Sista Kerri is one of the more well known and loved people in Knysna. On Saturday night, April 11, her son and his family were involved in a bad car crash in Nekkies. She gives thanks for their survival but it’s also a sad tale about the morality of our society.
Shakasi Kasonde, his wife Candice, their 16-month-old baby, Alishe, and their niece, Calsey, were on their way to watch a local rugby match. They claim to be have been struck by an oncoming driver who was on the wrong side of the road near Green House Tavern.
Disturbingly, whilst they were in shock and injured, they were robbed. Candice, with a broken arm and leg, had her cellphone taken and her gold necklace ripped from her neck. Worse is that she was severely traumatised at that moment as her baby wasn’t responding (the baby was probably in shock too, from a bump on her head, but she is, thankfully, fine now).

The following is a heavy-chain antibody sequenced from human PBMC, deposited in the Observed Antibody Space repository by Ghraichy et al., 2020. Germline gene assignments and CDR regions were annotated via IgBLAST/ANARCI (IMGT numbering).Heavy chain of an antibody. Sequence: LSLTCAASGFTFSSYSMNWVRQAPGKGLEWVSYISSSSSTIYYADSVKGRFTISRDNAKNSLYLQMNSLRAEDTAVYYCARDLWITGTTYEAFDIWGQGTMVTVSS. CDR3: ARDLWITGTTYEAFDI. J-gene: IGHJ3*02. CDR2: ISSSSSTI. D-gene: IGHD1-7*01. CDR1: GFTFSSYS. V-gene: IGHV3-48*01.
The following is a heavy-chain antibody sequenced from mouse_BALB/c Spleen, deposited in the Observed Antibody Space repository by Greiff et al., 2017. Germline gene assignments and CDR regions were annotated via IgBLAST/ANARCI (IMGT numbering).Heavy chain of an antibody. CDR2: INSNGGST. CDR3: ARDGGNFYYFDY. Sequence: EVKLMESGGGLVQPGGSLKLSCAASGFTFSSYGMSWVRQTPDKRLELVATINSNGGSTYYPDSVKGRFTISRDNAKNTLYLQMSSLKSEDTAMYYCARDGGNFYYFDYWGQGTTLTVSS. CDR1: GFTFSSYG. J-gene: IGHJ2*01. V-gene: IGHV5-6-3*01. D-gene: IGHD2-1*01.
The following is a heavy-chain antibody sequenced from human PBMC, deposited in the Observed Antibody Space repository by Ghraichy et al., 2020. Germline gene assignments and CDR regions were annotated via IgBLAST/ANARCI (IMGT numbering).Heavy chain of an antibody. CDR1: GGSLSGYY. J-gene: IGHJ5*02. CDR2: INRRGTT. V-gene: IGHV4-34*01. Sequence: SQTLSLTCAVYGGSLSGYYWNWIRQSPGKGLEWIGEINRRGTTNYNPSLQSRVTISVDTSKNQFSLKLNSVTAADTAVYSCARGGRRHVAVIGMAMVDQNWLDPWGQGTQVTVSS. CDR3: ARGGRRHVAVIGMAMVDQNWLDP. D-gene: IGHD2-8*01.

Shakasi managed to stop them from taking her bag.
The other driver allegedly never helped them but rode to the police station to report the accident.
Sista Kerri looked at the positive side of it and said, “Jah see and know. Give thanx also to all the good people who gave love, help and comfort.Thanx to the ambulance and hospital staff. The families are all very grateful. Blessings to you all. They are all okay now and healing. The hand of the Almighty was surely upon them as you can see from the state of the bakkie – a total write-off.”
Sista Kerri doesn’t have the finances to purchase another vehicle which is a great pity as her job on Thursdays is to deliver Actions Ads and on Saturdays to run her stall at the Harkerville Market. Her Rastafari community of Judah Square loses too as she is on the Sista’s Council and often uses the vehicle to help them. May they meet kind strangers.
NB: A second issue, whether related or unrelated to this story, is that cars are often parked outside the taverns in Knysna Townships. Where are the alcohol checks? Why are they allowed to illegally park on the curb. In the case of Nekkies, that means that pedestrians have to walk into the road on a bend, especially dangerous on a misty night. Why is the rule of Knysna law not applied to all so that everyone is offered the same safety?